Encryption can often be side-lined by other security practices, and whilst many businesses are now encrypting data held on mobile devices and removable storage devices, research from Apricorn at the beginning of 2020 into the implementation of encryption technology within organisations found that many have no further plans to expand encryption on USB sticks (38%), laptops (32%), desktops (37%), mobiles (31%) and portable hard drives (40%).
Government departments need to have visibility of all devices accessing the network. Security policies that dictate what equipment employees can use can be tricky to enforce and could impede productivity and whilst security controls such as firewalls are essential, these don’t mitigate against employees misusing or losing devices.
Hardware encryption offers much greater security than software encryption and PIN pad authenticated, hardware encrypted USB storage devices offer additional, significant benefits. Being software-free eliminates the risk of keylogging and doesn’t restrict usage to specific Operating Systems; all authentication and encryption processes take place within the device itself, so passwords and key data are never shared with a host computer.
By deploying removable storage devices with built-in hardware encryption, government departments can roll this out across the organisation, ensuring all data can be stored or moved around safely offline. Even if the device is lost or stolen, the information will be unintelligible to anyone not authorised to access it.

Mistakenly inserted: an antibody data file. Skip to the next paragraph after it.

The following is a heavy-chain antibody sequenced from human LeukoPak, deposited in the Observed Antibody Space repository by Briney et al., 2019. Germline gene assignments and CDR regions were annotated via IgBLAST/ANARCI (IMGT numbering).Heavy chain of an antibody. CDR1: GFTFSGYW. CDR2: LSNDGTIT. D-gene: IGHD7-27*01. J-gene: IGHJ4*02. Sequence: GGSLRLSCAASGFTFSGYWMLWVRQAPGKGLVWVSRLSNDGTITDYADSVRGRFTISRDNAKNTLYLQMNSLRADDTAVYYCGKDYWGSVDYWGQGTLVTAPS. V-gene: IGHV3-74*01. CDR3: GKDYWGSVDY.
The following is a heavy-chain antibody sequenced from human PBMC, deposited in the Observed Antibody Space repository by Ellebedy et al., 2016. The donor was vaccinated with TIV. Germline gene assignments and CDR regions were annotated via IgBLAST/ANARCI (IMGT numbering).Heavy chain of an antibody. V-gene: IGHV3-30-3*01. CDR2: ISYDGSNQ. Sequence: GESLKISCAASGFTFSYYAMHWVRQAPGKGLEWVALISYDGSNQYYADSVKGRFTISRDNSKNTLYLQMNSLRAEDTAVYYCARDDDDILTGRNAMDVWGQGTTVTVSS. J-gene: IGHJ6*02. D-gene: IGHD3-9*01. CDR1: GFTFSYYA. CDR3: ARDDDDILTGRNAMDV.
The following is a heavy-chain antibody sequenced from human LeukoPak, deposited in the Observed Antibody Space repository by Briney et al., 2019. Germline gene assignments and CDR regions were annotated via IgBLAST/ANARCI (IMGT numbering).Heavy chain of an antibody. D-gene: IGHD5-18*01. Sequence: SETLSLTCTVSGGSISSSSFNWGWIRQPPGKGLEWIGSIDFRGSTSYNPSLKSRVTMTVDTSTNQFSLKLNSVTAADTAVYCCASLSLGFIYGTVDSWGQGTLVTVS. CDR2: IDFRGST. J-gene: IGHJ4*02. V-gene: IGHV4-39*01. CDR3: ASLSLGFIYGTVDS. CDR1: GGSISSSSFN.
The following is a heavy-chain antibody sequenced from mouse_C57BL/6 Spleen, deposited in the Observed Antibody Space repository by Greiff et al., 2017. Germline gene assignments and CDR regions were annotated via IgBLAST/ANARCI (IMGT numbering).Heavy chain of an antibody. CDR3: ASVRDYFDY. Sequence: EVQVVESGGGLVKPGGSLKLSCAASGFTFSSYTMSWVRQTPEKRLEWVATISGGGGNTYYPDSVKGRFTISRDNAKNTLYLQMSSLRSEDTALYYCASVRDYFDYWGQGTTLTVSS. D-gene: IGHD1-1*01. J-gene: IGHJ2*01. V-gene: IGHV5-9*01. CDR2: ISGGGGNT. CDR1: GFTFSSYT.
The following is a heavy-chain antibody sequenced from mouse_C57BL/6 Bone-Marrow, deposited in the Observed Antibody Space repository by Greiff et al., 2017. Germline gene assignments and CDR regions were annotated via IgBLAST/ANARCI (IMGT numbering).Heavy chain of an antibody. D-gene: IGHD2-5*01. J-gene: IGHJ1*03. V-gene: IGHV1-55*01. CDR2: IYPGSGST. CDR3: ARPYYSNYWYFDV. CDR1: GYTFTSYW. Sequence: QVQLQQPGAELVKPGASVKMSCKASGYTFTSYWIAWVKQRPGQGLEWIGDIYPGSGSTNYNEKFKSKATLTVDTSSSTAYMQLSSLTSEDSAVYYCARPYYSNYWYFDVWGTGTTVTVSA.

Encryption is specifically recommended in GDPR Article 32 to protect personal data, as well as in Article 34, which details the reduction in obligation for those who have suffered a breach where the data in question is encrypted. Public bodies should be taking encryption seriously, and data should be encrypted as standard. Encryption is a key component within the compliance ‘kit’, not only reducing the chance of a breach but mitigating the potential financial penalties. Government departments should research, identify and mandate these encrypted devices to avoid the risk of a breach and being fined for non-compliance.
Further to this is the need to educate employees on security best practice, to ensure they follow the necessary policies and avoid putting data at risk unnecessarily. Employee education was singled out in a recent Apricorn survey, by more than 30 percent of respondents as being the biggest area where companies needed to make changes to improve cybersecurity. Public sector bodies must enforce basic security hygiene, and must monitor how data is processed, stored, retrieved and deleted in order to remedy any shortcomings.
Education plays a crucial role in data security and employees need to be provisioned with the technologies and processes to protect their assets. Data must be encrypted, passwords must be protected, and rules must be put in place and enforced to restrict and limit employee access to only those systems needed, rather than open access to the whole network.
The FoI research also highlighted that some government departments could not easily and efficiently access the information on data breaches had been party to. This process needs to be managed more effectively by the departments concerned so that where the data resides, and whether it has been put at risk, is well documented, while information stored in a central database is easily accessible by those authorised, and not require multiple days to recover.
If government departments want to get their data security in order, encryption needs to be at the forefront of their strategy to ensure data is secure wherever it resides.